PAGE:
Be prepared to make a call!
Representative Kay Khan showing her value to the city and state has co-sponsored a bill to lower the prevailing speed limit to 25 MPH (from 30 MPH). That change will affect all roads without a specifically set speed limit and allow municipalities (like Newton!) to lower the speed limit on most roads without the cost, headache, and ultimate futility* of a state waiver.
This is a no-brainer. Call/e-mail/visit Chairman Vincent Pedone, House Committee on Bills in Third Reading. Contact info below. (House Committee on Bills in Third Reading? If I'd ever finished a Kafka novel, I'd probably say that sounds Kafka-esque!)
Here are the deets:
House Bill #4728
An Act Relative to Speed Limits
Lead Sponsor: Representative Denise Provost, Co-Sponsor: Kay Khan and others
How this bill changes existing law
- Currently, speed limits on local roads are not set locally. Lowering a speed limit on a local road below 30mph requires state approval (MGL Ch. 90:18), and is based on a study of actual speeds of vehicles using the road.
- Local petitions to lower speed limits currently must be made road by road, case by case, and the community bears the cost of each speed study.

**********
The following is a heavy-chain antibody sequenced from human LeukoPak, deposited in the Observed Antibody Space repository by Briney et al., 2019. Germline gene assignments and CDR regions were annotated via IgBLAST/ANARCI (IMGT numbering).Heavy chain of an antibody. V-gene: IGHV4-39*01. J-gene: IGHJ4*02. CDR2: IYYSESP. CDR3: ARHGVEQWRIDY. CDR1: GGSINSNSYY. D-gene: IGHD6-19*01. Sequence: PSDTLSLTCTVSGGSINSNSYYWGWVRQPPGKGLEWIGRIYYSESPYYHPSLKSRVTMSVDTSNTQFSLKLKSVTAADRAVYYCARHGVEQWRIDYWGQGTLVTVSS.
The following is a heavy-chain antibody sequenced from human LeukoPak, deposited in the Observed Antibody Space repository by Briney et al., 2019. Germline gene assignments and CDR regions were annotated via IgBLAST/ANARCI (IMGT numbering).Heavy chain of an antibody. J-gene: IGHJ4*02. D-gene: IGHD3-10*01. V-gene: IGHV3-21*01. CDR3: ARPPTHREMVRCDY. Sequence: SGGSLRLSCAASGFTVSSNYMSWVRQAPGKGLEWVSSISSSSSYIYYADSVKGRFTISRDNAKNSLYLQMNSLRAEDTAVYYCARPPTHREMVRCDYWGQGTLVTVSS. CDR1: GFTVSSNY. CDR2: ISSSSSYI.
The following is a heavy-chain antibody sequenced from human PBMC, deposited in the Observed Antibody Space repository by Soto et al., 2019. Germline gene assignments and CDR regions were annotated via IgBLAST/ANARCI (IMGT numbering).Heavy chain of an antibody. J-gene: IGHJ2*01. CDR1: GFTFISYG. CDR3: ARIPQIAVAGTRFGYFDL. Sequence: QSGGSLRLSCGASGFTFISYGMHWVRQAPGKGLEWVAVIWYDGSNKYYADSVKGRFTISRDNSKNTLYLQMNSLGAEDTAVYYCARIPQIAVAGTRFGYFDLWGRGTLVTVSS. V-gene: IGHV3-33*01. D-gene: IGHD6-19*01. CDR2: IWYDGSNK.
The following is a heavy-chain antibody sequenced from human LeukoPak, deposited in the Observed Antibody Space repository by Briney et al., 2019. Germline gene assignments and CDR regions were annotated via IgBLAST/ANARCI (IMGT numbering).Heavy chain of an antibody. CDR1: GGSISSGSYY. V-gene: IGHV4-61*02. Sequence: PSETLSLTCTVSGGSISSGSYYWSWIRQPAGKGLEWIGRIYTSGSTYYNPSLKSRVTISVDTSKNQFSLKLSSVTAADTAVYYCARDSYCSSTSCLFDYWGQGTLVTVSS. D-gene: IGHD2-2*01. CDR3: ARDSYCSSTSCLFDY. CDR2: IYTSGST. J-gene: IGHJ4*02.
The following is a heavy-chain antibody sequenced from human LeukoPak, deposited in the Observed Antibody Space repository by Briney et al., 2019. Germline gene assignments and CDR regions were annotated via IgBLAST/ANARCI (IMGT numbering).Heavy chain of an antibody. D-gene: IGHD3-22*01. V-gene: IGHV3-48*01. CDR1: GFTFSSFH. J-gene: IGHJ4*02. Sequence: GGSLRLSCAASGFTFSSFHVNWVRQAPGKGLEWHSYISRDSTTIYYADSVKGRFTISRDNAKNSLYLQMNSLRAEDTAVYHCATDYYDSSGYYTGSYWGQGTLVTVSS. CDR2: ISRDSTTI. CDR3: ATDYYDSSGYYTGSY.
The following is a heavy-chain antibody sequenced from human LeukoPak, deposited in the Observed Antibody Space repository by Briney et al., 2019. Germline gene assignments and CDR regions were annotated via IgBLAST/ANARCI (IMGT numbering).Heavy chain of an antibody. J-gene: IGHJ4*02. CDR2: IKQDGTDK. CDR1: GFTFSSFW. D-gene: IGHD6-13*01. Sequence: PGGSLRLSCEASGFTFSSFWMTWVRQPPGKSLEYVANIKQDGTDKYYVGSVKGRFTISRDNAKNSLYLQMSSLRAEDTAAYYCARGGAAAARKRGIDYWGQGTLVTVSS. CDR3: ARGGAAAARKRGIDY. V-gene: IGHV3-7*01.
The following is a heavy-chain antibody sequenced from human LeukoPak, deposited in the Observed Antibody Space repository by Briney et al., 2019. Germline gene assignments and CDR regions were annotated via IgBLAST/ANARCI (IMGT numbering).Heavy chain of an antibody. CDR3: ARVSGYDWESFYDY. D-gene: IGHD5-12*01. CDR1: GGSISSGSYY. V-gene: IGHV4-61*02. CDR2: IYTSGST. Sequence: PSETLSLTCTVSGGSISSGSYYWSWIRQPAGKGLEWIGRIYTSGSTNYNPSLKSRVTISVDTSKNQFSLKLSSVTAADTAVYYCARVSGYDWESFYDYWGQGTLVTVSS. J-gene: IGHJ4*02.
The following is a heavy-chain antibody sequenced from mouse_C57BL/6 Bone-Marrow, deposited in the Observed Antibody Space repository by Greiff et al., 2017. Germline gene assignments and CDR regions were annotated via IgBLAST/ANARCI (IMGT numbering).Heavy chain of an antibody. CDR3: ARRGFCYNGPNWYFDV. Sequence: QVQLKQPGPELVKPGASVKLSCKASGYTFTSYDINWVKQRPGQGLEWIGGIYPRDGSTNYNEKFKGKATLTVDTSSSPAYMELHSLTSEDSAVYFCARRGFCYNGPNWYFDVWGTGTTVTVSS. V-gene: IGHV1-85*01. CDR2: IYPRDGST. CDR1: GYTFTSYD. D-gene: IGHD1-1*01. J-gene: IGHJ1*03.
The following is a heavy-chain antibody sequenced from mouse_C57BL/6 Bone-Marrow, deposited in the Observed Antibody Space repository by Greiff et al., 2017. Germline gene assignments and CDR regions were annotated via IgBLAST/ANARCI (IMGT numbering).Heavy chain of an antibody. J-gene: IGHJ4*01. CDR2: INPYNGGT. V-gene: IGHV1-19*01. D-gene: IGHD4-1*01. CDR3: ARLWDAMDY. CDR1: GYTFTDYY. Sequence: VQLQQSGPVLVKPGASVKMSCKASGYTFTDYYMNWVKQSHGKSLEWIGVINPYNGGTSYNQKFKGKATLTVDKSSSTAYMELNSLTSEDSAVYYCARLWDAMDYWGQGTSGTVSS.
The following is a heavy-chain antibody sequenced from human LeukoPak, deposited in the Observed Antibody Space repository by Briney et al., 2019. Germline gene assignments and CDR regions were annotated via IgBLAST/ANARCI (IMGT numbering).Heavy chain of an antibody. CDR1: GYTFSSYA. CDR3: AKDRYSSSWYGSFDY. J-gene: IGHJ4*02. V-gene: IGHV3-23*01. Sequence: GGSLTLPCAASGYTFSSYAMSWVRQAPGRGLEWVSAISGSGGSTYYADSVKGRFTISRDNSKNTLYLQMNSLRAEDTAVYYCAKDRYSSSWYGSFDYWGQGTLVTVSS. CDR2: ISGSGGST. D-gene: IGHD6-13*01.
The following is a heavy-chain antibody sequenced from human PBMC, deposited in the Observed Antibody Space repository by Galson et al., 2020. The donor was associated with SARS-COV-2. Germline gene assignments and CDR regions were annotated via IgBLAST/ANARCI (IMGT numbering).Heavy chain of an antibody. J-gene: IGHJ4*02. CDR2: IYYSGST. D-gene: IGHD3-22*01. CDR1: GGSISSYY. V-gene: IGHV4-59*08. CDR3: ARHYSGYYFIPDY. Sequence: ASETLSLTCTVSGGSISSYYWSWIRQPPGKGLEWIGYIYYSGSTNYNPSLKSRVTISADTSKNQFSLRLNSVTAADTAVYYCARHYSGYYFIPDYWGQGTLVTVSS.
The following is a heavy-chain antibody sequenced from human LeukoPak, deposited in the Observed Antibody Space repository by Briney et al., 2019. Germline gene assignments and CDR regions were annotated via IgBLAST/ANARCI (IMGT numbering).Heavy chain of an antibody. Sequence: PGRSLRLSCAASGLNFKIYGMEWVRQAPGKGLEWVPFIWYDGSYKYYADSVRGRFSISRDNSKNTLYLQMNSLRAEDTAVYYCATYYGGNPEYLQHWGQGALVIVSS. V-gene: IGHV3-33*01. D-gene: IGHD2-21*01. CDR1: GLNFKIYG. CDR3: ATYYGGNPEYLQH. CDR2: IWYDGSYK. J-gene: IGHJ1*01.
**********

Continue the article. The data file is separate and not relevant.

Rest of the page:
- H.4728 would lower the prevailing speed limit – the presumed speed limit “unless otherwise posted” – on local roads, in commercial districts, and densely settled residential districts, from 30mph to 25 mph.
Why lower the prevailing speed limit in urbanized areas from 30 mph to 25 mph?
- At 30 mph, almost half (45%) of pedestrians struck by an automobile are killed; 50% are injured, leaving 5% that escape death or injury.
- Lower speeds encourage yielding to pedestrians, watching for bicyclists, and increase the reaction time for drivers to respond to road conditions.
- For every 1 mph reduction in speed, there is a reduction in vehicle collisions by 5% and a larger reduction in pedestrian fatalities.
- Consider: A 10 mph reduction in the speed from 30 to 20 mph; Pedestrian-automobile accident fatalities drop from 45% to 5%.
Where is this bill now?
H.4728 was reported favorably out of the Joint Committee on Transportation and House Ways & Means. The bill, which has the support of Highway Commissioner Luisa Paiewonsky, is currently in the House Committee on Bills in Third Reading awaiting further action.
Call or Write TODAY to:
Chairman Vincent Pedone, House Committee on Bills in Third Reading
Room 20, State House, Boston, MA 02133
Telephone: (617) 722-2410
*Here's how I understand it. If you want the speed limit lowered in your neighborhood, you petition the city to petition the state. If the city decides to petition the state, a speed study is done and an 85th percentile speed determined. The 85th percentile speed is the speed above which only 15 percent of drivers drive. Here's the irony. If the 85th percentile speed is above 30 -- which might be the case if people are zooming down your sleepy residential street -- it works against you. The 85th percentile speed is presumed to be a safe speed, so there's no reason to lower the limit.
High prevailing speeds are a reason not to lower a speed limit. How 'bout them apples?!